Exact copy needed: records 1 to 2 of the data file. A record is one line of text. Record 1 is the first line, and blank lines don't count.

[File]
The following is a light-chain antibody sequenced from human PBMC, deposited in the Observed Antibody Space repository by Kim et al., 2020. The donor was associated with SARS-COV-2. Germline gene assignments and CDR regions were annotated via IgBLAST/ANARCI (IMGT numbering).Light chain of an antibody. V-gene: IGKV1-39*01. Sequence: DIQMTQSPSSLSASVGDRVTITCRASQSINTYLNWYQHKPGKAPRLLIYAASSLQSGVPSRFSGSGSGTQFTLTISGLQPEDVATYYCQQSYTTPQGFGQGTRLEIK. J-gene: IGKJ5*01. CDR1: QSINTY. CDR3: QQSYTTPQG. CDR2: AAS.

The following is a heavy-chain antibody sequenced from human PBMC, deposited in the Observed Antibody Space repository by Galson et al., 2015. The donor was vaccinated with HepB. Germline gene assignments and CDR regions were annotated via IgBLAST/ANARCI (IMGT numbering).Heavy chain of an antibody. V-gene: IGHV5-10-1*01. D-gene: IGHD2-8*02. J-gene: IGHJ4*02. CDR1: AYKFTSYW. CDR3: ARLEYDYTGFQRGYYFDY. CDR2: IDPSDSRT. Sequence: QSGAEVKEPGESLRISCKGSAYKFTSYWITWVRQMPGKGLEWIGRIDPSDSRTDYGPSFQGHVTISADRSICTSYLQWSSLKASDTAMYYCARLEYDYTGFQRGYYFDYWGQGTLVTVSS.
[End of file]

The following is a light-chain antibody sequenced from human PBMC, deposited in the Observed Antibody Space repository by Kim et al., 2020. The donor was associated with SARS-COV-2. Germline gene assignments and CDR regions were annotated via IgBLAST/ANARCI (IMGT numbering).Light chain of an antibody. V-gene: IGKV1-39*01. Sequence: DIQMTQSPSSLSASVGDRVTITCRASQSINTYLNWYQHKPGKAPRLLIYAASSLQSGVPSRFSGSGSGTQFTLTISGLQPEDVATYYCQQSYTTPQGFGQGTRLEIK. J-gene: IGKJ5*01. CDR1: QSINTY. CDR3: QQSYTTPQG. CDR2: AAS.

The following is a heavy-chain antibody sequenced from human PBMC, deposited in the Observed Antibody Space repository by Galson et al., 2015. The donor was vaccinated with HepB. Germline gene assignments and CDR regions were annotated via IgBLAST/ANARCI (IMGT numbering).Heavy chain of an antibody. V-gene: IGHV5-10-1*01. D-gene: IGHD2-8*02. J-gene: IGHJ4*02. CDR1: AYKFTSYW. CDR3: ARLEYDYTGFQRGYYFDY. CDR2: IDPSDSRT. Sequence: QSGAEVKEPGESLRISCKGSAYKFTSYWITWVRQMPGKGLEWIGRIDPSDSRTDYGPSFQGHVTISADRSICTSYLQWSSLKASDTAMYYCARLEYDYTGFQRGYYFDYWGQGTLVTVSS.